Happy Birthday Osceola County!
You look great for 133. Swear, you don’t look a day over 117.
Formed on May 12, 1887, from portions of Orange County and Brevard County, Osceola County became Florida’s 40th county. Named after the famous Seminole leader, the area was a transportation hub in the late 19th century for railroad and riverboats, namely Hamilton Disston’s steamboat, which traversed the Kissimmee River basin on down the state.
Osceola County derives its name from Billy Powell, who adopted the name Osceola, which means “black drink crier,” at a tribal ceremony around 1820. After leading several small but successful raids against the Army over the next decade, Osceola was captured on Dec. 31, 1837 and died one month later at Fort Moultrie in South Carolina.
Osceola County’s logo was designed in 1987 by Barni McIntire, a local artist and long-time resident, as part of the county’s centennial celebration. Commissioned by the Osceola County Centennial Committee, it was to represent the county’s beginning, and highlighted our beautiful weather, economy and heritage. The logo as we know it today was approved by Commissioners in 1993.
Did you know:
Formerly known as Allendale, Kissimmee was incorporated in 1883, four years before the creation of Osceola County as we know it today. Kissimmee was first settled by former confederate major J. H. Allen, who was a riverboat captain. His steamboat, the Mary Belle, was the first cargo steamboat on the Kissimmee River.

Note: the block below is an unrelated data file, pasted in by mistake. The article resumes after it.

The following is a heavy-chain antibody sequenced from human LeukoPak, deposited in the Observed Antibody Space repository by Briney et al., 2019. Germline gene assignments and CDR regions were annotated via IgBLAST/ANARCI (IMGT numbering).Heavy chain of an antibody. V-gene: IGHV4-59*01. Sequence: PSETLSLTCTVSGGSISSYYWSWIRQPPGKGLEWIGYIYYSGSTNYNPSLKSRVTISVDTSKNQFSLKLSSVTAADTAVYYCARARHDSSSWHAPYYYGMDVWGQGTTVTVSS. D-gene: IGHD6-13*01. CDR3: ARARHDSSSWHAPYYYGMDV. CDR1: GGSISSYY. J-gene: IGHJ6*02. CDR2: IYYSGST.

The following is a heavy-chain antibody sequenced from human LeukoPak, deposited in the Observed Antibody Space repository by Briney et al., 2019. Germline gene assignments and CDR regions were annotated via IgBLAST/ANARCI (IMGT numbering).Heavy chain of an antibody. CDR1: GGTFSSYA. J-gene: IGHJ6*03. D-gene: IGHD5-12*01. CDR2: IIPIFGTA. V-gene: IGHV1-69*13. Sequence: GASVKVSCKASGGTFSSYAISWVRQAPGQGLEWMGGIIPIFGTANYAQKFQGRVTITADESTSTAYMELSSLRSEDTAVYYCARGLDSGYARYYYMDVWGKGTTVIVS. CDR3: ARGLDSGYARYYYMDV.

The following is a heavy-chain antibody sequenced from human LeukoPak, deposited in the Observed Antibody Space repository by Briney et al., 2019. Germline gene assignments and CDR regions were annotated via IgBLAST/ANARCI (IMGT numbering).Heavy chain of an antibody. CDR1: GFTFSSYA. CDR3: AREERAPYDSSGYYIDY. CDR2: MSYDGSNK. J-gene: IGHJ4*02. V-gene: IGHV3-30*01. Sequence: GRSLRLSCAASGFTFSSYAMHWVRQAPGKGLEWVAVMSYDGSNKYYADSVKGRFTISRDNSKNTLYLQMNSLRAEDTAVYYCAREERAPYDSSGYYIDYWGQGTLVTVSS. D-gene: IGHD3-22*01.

Founded on the former St. Cloud Sugar Plantation on East Lake Tohopekaliga in 1909, St. Cloud was named after a French suburb and was an early home to the largest concentration of Union Army veterans in the South.
Narcoossee is one of Osceola County’s oldest settlements and was home to numerous British immigrants who brought with them a love for the sport of polo.
Kenansville is located in southeast Osceola County and was named for railroad mogul Henry Flagler’s third wife, Mary Lily Kenan Flagler, once he donated five acres and $6,000 to build a school house in 1911.